Afghan security forces are engaged in heavy fighting with the Taliban in Kunduz and have beat back the militant group, the provincial governor said Tuesday.
“Taliban was defeated in their attack and now the situation is good,” Assadullah Omarkhail, the governor of Kunduz province, said. His remarks were reported by Tolo News, the Afghan news website.
“They failed to reach to their aim,” Omarkhail added.
As we reported Monday, Taliban militants launched an operation to recapture Kunduz, the capital of the province of the same name. The city, which the Taliban briefly seized in September 2015, is seen as strategically vital. It was the Taliban’s main northern stronghold before the U.S.-led invasion in 2001.
The extent of the Afghan government’s gain Tuesday is unclear, however. Tolo News quoted Mohammad Ali, a local police commander, as saying, in the words of the news website, “most parts of the city had fallen to the Taliban on Monday night except the airport, NDS office, governor’s compound, Bala Hisar and police headquarters.” Local officials who spoke to The New York Times offered similar assessments.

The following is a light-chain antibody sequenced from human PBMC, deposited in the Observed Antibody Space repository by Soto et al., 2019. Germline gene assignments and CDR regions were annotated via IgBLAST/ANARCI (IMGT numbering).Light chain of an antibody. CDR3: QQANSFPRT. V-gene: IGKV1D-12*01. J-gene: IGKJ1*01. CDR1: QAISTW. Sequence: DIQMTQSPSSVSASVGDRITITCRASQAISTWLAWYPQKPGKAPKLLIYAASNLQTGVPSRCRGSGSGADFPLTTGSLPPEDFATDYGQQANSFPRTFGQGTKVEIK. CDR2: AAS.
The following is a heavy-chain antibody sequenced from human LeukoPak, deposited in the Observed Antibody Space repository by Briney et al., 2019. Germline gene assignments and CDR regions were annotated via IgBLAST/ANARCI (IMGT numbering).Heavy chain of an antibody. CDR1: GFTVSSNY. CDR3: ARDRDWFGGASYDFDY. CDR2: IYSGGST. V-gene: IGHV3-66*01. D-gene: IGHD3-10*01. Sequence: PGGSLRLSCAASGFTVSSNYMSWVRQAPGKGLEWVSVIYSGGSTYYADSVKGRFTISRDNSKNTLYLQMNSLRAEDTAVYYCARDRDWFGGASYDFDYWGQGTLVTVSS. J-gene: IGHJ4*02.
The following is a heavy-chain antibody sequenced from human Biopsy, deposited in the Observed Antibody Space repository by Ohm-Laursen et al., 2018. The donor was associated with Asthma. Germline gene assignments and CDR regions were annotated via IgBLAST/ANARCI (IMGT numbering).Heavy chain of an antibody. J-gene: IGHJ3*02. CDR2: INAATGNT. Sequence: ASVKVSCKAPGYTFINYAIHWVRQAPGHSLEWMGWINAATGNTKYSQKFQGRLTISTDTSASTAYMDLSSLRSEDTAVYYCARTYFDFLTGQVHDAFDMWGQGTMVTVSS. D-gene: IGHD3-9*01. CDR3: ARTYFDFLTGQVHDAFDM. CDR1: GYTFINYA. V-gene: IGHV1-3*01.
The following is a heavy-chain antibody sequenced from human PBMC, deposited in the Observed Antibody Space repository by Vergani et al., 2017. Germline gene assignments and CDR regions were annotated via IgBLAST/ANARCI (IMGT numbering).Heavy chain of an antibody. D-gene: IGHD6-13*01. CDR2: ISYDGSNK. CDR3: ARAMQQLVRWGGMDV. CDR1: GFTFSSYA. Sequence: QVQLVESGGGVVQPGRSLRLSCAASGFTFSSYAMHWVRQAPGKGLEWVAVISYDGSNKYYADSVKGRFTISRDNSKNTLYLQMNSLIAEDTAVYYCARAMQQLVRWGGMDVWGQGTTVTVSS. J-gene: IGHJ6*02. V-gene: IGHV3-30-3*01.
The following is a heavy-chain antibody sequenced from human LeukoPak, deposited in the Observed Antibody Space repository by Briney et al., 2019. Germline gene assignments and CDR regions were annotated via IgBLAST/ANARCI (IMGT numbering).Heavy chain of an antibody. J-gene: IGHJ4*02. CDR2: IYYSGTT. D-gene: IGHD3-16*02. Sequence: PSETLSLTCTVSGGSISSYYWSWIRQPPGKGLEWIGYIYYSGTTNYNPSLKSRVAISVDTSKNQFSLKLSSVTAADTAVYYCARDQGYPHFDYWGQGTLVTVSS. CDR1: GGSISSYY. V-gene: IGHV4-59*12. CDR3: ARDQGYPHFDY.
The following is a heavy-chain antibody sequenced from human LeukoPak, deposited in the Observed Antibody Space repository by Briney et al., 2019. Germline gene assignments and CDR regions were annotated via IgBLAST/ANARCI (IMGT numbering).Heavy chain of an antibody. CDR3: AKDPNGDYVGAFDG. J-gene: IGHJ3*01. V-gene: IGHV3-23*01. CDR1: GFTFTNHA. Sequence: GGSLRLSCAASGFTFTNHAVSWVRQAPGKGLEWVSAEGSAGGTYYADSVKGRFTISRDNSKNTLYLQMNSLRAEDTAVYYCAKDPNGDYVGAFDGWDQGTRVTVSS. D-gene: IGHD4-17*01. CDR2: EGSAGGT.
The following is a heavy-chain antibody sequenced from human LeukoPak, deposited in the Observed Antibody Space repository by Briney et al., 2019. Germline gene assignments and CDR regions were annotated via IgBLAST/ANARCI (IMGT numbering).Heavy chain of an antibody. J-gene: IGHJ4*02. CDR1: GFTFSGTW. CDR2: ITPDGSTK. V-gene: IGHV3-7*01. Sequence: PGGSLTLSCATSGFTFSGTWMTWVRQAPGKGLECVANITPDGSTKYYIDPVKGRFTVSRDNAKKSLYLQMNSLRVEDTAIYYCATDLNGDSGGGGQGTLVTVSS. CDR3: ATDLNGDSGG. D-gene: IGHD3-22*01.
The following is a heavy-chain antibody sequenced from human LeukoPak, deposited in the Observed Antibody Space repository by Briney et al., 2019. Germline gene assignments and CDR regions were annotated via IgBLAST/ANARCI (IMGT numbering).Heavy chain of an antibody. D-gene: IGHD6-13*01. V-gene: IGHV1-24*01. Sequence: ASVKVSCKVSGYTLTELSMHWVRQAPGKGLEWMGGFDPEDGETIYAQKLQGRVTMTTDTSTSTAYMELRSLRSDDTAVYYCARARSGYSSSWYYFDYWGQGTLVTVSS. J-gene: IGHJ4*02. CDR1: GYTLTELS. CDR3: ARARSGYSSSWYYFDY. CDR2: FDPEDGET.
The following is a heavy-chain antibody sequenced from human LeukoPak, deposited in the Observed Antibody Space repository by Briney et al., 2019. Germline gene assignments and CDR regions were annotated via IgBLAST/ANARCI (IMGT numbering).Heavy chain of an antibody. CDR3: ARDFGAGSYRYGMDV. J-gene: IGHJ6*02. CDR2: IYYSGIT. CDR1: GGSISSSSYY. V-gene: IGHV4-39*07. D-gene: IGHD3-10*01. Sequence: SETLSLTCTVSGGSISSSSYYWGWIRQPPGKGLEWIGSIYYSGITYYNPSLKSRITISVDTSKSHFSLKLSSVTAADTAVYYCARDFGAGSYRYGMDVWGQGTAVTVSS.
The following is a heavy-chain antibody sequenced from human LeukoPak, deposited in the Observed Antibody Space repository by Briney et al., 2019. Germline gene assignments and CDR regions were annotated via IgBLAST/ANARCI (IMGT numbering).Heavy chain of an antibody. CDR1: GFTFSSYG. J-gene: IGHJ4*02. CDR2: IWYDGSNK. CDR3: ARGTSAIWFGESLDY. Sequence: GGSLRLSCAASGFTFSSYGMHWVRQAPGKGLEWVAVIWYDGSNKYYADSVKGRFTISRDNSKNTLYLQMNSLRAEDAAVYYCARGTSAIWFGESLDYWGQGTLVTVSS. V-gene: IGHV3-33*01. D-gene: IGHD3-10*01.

The fall of Kunduz city in 2015 was a major setback for the Afghan government because local troops were seen as unable to fill the security vacuum after the departure of U.S. and NATO troops in 2014. Government troops, aided by U.S. airstrikes, eventually recaptured the city, but the Taliban’s quick entry into Kunduz this week are likely to prompt similar fears. Indeed, the Times pointed out that U.S. forces were protecting Omarkhail’s compound in the city.
The fighting in Kunduz comes as the Afghan government officials, including Afghan President Ashraf Ghani, are at an EU-led conference in Brussels to seek financial support to rebuild their country.